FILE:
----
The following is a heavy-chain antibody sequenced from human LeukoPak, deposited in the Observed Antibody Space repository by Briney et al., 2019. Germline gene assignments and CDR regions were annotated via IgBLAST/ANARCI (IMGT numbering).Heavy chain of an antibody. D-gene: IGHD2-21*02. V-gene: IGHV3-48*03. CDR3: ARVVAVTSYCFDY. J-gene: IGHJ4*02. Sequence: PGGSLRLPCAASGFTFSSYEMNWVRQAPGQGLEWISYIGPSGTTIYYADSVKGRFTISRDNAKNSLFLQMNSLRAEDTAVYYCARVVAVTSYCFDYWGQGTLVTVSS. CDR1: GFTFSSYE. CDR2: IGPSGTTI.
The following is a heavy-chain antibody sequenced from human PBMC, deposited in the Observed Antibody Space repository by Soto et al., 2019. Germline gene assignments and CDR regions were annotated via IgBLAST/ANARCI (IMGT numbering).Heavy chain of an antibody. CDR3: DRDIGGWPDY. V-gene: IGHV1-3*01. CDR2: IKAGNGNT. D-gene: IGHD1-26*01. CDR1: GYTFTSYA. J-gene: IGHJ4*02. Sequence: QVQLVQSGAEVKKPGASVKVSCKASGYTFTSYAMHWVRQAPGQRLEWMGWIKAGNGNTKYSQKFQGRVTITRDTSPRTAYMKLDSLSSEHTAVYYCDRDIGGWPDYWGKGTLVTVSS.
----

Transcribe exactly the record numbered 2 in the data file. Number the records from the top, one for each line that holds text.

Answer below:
The following is a heavy-chain antibody sequenced from human PBMC, deposited in the Observed Antibody Space repository by Soto et al., 2019. Germline gene assignments and CDR regions were annotated via IgBLAST/ANARCI (IMGT numbering).Heavy chain of an antibody. CDR3: DRDIGGWPDY. V-gene: IGHV1-3*01. CDR2: IKAGNGNT. D-gene: IGHD1-26*01. CDR1: GYTFTSYA. J-gene: IGHJ4*02. Sequence: QVQLVQSGAEVKKPGASVKVSCKASGYTFTSYAMHWVRQAPGQRLEWMGWIKAGNGNTKYSQKFQGRVTITRDTSPRTAYMKLDSLSSEHTAVYYCDRDIGGWPDYWGKGTLVTVSS.